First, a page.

Current treatments for rheumatoid arthritis (RA) do not work well for a large proportion of patients, they do not work at all in some people, nor can they cure or prevent this disease. One major obstacle to developing better drugs is lack of a complete understanding of how inflammatory joint disease arises and progresses. Here, we discuss emerging evidence as to how the tissue microenvironment impacts RA pathogenesis. Each tissue is made up of cells surrounded and supported by a unique extracellular matrix. These complex molecular networks define tissue architecture and provide environmental signals that programme site-specific cell behaviour. In the synovium, a major site of disease activity in RA, both positional and disease stage-specific cellular diversity exists. Improved resolution of the architecture of the synovium, from gross anatomy to the single cell level, in parallel with evidence demonstrating how the synovial extracellular matrix is vital for synovial homeostasis, and how dysregulated signals from the matrix drive chronic inflammation and tissue destruction in the RA joint, have opened up new ways to think about RA pathogenesis, and offer novel therapeutic approaches for people with hard to treat disease, or as a means of disease prevention.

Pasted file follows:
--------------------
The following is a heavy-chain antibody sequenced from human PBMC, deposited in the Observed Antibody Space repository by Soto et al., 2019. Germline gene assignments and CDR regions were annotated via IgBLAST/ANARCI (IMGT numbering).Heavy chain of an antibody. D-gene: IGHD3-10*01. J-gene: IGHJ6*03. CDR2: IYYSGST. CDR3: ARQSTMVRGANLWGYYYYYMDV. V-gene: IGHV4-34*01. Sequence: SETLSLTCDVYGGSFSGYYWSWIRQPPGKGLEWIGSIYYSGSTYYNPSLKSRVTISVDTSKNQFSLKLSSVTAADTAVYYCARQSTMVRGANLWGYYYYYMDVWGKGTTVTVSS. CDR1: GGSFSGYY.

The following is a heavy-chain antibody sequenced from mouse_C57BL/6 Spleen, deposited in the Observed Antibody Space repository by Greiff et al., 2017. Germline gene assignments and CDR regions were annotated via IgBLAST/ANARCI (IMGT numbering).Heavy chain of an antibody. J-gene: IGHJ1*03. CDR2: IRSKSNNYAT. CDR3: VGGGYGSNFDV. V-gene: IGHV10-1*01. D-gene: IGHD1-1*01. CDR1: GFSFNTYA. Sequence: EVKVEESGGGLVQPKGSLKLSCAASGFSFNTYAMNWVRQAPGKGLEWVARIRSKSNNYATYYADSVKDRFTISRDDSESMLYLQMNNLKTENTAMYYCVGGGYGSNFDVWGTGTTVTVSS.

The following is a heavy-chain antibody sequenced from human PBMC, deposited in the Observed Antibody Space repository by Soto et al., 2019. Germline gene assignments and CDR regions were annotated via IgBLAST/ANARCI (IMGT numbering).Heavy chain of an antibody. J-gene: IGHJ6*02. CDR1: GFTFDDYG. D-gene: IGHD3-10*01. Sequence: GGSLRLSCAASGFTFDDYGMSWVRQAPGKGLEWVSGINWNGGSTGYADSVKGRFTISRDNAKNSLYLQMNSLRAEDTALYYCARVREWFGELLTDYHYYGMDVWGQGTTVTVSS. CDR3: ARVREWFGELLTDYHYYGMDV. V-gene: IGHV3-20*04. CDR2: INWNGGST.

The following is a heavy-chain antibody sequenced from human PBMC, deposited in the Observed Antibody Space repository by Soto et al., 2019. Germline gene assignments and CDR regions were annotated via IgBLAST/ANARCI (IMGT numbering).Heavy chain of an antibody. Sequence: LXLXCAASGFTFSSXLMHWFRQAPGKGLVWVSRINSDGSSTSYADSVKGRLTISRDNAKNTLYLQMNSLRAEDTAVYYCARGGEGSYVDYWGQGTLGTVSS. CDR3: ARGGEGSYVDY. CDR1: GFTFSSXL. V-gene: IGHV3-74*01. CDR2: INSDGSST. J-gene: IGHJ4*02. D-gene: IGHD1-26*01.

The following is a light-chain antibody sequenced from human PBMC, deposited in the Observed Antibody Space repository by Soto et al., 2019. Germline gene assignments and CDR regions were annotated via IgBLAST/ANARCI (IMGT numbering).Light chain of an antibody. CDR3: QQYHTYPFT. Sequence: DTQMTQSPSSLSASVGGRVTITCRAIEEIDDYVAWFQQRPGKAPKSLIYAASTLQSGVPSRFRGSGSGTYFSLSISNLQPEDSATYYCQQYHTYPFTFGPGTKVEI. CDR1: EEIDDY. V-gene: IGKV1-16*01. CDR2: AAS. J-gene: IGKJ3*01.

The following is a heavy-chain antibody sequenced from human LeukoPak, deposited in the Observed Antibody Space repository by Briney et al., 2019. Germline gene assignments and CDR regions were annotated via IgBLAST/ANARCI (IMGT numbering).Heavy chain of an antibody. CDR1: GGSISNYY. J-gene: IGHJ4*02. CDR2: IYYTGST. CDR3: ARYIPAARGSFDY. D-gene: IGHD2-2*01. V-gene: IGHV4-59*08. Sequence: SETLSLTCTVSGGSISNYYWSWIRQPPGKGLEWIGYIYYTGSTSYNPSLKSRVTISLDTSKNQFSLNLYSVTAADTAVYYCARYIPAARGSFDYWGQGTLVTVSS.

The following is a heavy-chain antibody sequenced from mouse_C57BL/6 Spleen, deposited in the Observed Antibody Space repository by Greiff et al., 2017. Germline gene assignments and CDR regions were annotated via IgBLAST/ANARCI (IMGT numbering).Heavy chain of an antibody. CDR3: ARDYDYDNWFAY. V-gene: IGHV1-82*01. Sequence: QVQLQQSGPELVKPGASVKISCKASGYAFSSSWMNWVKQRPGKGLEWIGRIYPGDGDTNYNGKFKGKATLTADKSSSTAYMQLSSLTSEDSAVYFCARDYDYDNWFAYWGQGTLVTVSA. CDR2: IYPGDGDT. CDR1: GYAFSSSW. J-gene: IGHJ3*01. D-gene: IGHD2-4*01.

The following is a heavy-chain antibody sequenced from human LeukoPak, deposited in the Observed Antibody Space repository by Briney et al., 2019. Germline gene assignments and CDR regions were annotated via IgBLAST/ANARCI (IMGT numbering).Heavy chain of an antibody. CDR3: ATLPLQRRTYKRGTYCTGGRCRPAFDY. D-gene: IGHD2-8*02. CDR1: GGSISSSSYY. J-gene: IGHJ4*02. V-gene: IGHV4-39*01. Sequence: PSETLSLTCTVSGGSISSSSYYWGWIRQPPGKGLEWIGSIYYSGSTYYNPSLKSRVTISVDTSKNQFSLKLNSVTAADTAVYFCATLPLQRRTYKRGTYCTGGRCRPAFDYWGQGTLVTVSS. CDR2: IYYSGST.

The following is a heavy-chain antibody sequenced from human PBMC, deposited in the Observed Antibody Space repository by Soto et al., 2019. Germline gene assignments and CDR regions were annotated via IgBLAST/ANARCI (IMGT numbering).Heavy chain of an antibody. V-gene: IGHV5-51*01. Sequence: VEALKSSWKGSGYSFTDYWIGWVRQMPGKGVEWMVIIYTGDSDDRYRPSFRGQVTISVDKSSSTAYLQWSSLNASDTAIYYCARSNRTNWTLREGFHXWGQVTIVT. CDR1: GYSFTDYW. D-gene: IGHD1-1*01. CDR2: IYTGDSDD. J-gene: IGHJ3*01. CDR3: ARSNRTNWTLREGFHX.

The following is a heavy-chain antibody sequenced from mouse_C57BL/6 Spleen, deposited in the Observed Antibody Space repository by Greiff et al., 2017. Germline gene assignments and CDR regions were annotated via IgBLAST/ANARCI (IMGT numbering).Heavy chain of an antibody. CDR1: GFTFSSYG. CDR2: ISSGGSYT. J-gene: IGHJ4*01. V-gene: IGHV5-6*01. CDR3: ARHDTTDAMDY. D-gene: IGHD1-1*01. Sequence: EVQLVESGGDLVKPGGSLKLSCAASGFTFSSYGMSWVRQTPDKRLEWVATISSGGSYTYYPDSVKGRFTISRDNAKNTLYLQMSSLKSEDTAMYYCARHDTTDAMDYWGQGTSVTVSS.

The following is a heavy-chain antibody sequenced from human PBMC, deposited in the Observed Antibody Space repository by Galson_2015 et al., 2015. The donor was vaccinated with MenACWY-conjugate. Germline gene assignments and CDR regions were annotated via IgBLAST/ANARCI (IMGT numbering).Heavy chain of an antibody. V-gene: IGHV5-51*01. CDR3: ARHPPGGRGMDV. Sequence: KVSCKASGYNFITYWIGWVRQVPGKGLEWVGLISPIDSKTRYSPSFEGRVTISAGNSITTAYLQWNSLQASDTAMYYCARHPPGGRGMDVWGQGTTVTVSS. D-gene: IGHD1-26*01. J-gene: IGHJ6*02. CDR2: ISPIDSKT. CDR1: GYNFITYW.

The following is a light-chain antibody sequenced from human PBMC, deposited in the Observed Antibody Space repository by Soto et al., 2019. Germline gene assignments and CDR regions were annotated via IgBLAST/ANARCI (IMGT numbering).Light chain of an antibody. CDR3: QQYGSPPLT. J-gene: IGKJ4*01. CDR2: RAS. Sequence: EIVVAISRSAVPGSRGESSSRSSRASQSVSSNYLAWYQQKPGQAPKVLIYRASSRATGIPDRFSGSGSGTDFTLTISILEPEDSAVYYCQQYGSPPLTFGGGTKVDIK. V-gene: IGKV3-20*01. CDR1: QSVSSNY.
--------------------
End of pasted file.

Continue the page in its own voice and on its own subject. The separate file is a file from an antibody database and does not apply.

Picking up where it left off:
Nature reviews rheumatology
Nature Research (part of Springer Nature)